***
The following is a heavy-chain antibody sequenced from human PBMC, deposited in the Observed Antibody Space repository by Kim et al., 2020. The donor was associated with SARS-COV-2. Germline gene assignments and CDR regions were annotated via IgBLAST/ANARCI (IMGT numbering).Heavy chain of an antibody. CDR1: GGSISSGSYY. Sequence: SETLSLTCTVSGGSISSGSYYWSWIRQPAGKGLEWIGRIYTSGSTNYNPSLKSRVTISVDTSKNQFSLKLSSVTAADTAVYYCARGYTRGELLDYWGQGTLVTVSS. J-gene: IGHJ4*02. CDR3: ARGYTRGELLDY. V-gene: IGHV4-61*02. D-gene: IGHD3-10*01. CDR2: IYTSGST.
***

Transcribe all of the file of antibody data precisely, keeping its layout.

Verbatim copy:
The following is a heavy-chain antibody sequenced from human PBMC, deposited in the Observed Antibody Space repository by Kim et al., 2020. The donor was associated with SARS-COV-2. Germline gene assignments and CDR regions were annotated via IgBLAST/ANARCI (IMGT numbering).Heavy chain of an antibody. CDR1: GGSISSGSYY. Sequence: SETLSLTCTVSGGSISSGSYYWSWIRQPAGKGLEWIGRIYTSGSTNYNPSLKSRVTISVDTSKNQFSLKLSSVTAADTAVYYCARGYTRGELLDYWGQGTLVTVSS. J-gene: IGHJ4*02. CDR3: ARGYTRGELLDY. V-gene: IGHV4-61*02. D-gene: IGHD3-10*01. CDR2: IYTSGST.